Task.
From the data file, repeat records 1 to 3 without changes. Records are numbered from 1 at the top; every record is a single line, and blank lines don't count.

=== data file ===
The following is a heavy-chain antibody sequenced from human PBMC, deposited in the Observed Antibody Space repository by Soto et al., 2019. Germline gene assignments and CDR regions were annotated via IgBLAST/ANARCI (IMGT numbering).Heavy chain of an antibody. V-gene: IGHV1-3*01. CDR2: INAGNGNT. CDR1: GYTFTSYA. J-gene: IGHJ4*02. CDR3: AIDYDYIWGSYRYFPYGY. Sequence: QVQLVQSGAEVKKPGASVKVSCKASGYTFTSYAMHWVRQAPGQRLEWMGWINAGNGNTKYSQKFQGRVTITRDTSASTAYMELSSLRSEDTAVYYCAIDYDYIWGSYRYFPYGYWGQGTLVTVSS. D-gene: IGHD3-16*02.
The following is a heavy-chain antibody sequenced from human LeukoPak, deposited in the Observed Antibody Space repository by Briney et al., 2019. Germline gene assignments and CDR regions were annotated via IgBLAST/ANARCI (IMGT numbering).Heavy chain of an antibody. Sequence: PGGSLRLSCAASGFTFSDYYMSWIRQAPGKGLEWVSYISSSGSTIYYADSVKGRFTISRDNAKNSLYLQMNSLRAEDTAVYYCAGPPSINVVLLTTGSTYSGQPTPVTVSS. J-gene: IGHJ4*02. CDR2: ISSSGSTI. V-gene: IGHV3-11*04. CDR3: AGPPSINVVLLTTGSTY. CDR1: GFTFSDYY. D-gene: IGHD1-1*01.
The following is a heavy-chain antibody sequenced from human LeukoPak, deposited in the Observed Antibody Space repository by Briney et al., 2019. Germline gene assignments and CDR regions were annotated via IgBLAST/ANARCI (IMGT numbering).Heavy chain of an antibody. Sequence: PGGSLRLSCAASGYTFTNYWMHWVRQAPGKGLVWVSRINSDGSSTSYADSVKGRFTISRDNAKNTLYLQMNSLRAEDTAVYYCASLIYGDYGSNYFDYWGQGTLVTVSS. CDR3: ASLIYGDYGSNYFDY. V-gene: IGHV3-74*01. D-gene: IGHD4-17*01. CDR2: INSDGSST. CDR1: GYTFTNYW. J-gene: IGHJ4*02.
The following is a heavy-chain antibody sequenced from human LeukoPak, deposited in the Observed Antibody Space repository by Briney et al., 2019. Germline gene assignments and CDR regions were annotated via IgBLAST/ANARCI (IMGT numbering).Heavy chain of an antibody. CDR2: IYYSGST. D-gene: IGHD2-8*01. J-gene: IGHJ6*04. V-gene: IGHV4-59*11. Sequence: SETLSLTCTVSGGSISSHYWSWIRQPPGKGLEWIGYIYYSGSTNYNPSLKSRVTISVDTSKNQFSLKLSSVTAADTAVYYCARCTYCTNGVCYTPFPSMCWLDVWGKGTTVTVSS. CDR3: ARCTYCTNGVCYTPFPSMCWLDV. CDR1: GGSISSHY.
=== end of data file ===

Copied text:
The following is a heavy-chain antibody sequenced from human PBMC, deposited in the Observed Antibody Space repository by Soto et al., 2019. Germline gene assignments and CDR regions were annotated via IgBLAST/ANARCI (IMGT numbering).Heavy chain of an antibody. V-gene: IGHV1-3*01. CDR2: INAGNGNT. CDR1: GYTFTSYA. J-gene: IGHJ4*02. CDR3: AIDYDYIWGSYRYFPYGY. Sequence: QVQLVQSGAEVKKPGASVKVSCKASGYTFTSYAMHWVRQAPGQRLEWMGWINAGNGNTKYSQKFQGRVTITRDTSASTAYMELSSLRSEDTAVYYCAIDYDYIWGSYRYFPYGYWGQGTLVTVSS. D-gene: IGHD3-16*02.
The following is a heavy-chain antibody sequenced from human LeukoPak, deposited in the Observed Antibody Space repository by Briney et al., 2019. Germline gene assignments and CDR regions were annotated via IgBLAST/ANARCI (IMGT numbering).Heavy chain of an antibody. Sequence: PGGSLRLSCAASGFTFSDYYMSWIRQAPGKGLEWVSYISSSGSTIYYADSVKGRFTISRDNAKNSLYLQMNSLRAEDTAVYYCAGPPSINVVLLTTGSTYSGQPTPVTVSS. J-gene: IGHJ4*02. CDR2: ISSSGSTI. V-gene: IGHV3-11*04. CDR3: AGPPSINVVLLTTGSTY. CDR1: GFTFSDYY. D-gene: IGHD1-1*01.
The following is a heavy-chain antibody sequenced from human LeukoPak, deposited in the Observed Antibody Space repository by Briney et al., 2019. Germline gene assignments and CDR regions were annotated via IgBLAST/ANARCI (IMGT numbering).Heavy chain of an antibody. Sequence: PGGSLRLSCAASGYTFTNYWMHWVRQAPGKGLVWVSRINSDGSSTSYADSVKGRFTISRDNAKNTLYLQMNSLRAEDTAVYYCASLIYGDYGSNYFDYWGQGTLVTVSS. CDR3: ASLIYGDYGSNYFDY. V-gene: IGHV3-74*01. D-gene: IGHD4-17*01. CDR2: INSDGSST. CDR1: GYTFTNYW. J-gene: IGHJ4*02.